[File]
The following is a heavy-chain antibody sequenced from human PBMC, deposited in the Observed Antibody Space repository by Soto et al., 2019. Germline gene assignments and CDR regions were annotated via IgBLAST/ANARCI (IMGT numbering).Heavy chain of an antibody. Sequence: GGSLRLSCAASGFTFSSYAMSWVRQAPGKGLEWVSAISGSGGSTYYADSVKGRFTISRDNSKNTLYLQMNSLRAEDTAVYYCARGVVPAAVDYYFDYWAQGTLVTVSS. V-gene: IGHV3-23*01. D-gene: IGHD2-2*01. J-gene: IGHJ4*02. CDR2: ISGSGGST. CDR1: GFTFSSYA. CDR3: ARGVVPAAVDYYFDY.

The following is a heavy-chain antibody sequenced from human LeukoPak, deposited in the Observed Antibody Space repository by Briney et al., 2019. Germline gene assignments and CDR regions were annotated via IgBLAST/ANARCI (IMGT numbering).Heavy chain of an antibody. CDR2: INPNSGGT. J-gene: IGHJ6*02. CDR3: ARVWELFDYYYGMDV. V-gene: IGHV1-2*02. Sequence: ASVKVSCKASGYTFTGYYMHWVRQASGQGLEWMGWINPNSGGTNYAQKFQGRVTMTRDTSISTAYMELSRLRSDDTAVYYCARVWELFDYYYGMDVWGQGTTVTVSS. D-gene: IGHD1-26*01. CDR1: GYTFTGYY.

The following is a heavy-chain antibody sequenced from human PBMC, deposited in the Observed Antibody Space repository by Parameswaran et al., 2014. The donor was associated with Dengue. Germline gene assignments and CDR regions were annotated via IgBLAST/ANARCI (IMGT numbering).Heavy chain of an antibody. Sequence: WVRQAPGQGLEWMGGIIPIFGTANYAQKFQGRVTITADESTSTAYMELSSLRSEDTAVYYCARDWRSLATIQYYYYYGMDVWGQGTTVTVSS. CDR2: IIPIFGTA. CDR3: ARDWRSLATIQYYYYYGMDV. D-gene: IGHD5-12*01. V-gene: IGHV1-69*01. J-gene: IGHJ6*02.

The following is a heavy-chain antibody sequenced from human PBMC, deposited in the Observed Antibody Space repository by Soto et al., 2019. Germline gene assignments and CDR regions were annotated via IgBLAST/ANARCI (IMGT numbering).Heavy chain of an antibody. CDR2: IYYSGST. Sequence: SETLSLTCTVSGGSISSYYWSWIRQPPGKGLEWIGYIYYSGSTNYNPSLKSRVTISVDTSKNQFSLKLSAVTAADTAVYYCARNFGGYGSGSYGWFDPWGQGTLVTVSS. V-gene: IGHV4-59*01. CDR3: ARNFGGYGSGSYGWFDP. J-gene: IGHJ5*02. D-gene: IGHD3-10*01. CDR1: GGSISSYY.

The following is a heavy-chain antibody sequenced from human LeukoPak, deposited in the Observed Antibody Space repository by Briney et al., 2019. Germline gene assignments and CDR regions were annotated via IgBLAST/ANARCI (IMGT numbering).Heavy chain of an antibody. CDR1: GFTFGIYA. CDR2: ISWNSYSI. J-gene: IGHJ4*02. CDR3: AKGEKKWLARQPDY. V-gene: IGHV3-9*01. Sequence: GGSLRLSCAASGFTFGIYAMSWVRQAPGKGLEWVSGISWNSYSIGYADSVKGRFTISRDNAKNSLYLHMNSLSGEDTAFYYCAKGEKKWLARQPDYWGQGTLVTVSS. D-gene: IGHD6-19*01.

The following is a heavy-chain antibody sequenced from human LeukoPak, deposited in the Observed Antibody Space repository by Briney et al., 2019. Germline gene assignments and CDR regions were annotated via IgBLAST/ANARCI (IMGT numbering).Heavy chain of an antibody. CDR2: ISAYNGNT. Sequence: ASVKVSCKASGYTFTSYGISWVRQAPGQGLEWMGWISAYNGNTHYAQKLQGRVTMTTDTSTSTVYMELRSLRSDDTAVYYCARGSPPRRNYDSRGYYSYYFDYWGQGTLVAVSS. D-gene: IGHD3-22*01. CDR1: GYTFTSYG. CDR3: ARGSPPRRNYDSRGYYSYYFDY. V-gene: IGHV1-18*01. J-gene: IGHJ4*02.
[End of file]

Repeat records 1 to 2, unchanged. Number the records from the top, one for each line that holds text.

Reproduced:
The following is a heavy-chain antibody sequenced from human PBMC, deposited in the Observed Antibody Space repository by Soto et al., 2019. Germline gene assignments and CDR regions were annotated via IgBLAST/ANARCI (IMGT numbering).Heavy chain of an antibody. Sequence: GGSLRLSCAASGFTFSSYAMSWVRQAPGKGLEWVSAISGSGGSTYYADSVKGRFTISRDNSKNTLYLQMNSLRAEDTAVYYCARGVVPAAVDYYFDYWAQGTLVTVSS. V-gene: IGHV3-23*01. D-gene: IGHD2-2*01. J-gene: IGHJ4*02. CDR2: ISGSGGST. CDR1: GFTFSSYA. CDR3: ARGVVPAAVDYYFDY.

The following is a heavy-chain antibody sequenced from human LeukoPak, deposited in the Observed Antibody Space repository by Briney et al., 2019. Germline gene assignments and CDR regions were annotated via IgBLAST/ANARCI (IMGT numbering).Heavy chain of an antibody. CDR2: INPNSGGT. J-gene: IGHJ6*02. CDR3: ARVWELFDYYYGMDV. V-gene: IGHV1-2*02. Sequence: ASVKVSCKASGYTFTGYYMHWVRQASGQGLEWMGWINPNSGGTNYAQKFQGRVTMTRDTSISTAYMELSRLRSDDTAVYYCARVWELFDYYYGMDVWGQGTTVTVSS. D-gene: IGHD1-26*01. CDR1: GYTFTGYY.